Lesser Broad-bordered Yellow Underwing

Lesser Broad-bordered Yellow Underwing moth, Noctua janthe
Underside of moth, 10x.

Lesser Broad-bordered Yellow Underwing moth, Noctua jantheI found a dead Lesser Broad-bordered Yellow Underwing, Noctua janthe, lying on the path in the greenhouse this morning and, as I’d plugged in my USB microscope to take a closer look at the fungus I decided to take a few shots of the moth too.

wing scales

broadborder4

The saffron yellow underwings are a striking contrast to the drab upperwings. The border looks as if it has been painted with Impressionist brushstrokes when viewed at 60x.

I suspect that the light blue scales are reflecting daylight from the window.

moth scales, taken at 200x magnification

Zooming in to 200x reveals comb-like ends to the scales.

Coloured scales camouflage the moth when at rest and reveal distracting colours when it is disturbed and it opens its wings. It’s also possible that the coating of scales and the furry edges of the wings help muffle the sound of the moths wingbeats, helping it escape from any bat that hunts by sound alone.

2 Replies to “Lesser Broad-bordered Yellow Underwing”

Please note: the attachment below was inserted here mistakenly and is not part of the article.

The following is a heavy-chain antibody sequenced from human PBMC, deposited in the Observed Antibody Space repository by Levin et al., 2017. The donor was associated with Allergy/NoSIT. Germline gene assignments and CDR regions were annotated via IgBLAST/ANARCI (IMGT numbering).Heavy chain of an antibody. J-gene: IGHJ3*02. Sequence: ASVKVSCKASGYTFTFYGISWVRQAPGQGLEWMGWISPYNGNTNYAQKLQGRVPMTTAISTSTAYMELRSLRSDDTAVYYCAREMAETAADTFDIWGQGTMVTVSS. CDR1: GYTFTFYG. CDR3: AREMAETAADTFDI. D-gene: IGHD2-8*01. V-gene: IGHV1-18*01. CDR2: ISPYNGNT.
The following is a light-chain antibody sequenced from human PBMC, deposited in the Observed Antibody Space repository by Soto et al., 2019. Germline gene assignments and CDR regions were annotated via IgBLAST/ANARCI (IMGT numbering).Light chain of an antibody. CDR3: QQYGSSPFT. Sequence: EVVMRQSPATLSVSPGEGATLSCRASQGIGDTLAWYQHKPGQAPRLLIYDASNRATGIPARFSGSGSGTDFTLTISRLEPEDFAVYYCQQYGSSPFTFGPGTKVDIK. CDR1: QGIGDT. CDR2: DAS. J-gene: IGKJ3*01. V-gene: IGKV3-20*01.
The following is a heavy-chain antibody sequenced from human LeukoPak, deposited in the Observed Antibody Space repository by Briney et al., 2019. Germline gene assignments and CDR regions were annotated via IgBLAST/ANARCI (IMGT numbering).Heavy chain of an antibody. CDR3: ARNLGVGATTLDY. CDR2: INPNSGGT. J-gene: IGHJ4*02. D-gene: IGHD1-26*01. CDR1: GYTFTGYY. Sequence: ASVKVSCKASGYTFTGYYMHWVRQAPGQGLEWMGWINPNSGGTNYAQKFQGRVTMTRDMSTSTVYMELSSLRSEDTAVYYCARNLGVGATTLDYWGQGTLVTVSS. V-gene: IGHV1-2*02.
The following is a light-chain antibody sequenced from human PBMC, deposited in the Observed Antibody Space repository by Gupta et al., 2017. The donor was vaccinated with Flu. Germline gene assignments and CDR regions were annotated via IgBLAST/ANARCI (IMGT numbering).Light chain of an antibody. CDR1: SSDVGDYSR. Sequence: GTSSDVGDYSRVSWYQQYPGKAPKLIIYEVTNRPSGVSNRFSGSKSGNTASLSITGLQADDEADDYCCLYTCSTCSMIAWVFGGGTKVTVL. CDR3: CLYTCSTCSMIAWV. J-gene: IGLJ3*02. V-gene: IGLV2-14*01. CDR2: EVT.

1. Brilliant photo shot, I too have a USB micro, and another large light micro permanently set up on my desk. If a bee is found dead on the path, I always take a quick peek with the micro.
    Loved Entomology all my life, just got in with a group that uses moth trapping to record species, moths being a weak area for me until now.
    Kind Regards

    1. My USB microscope only connects with my PC so some day I might get a second to connect with the iMac that I moved onto 18 months ago. It’s going to be a dry night here so I’ll put the trap out again. I’m making progress with the more recognisable moths, for instance the Old Lady last week, but the little brown jobs are still usually staying unidentified or uncertain. But there’s just so much new material that I haven’t had time to go through it all and write it up online or in my sketchbook. It’s opened up a whole new aspect of garden natural history for me.
      Bumble bees shouldn’t be too difficult but I was astonished how many solitary bees there are. There was a funny buzz in the window the other day and just as I released the frantic insect outside I realised that it was a sawfly and that I should have had a go at identifying it. They’re not too difficult.

Leave a Reply

Your email address will not be published. Required fields are marked *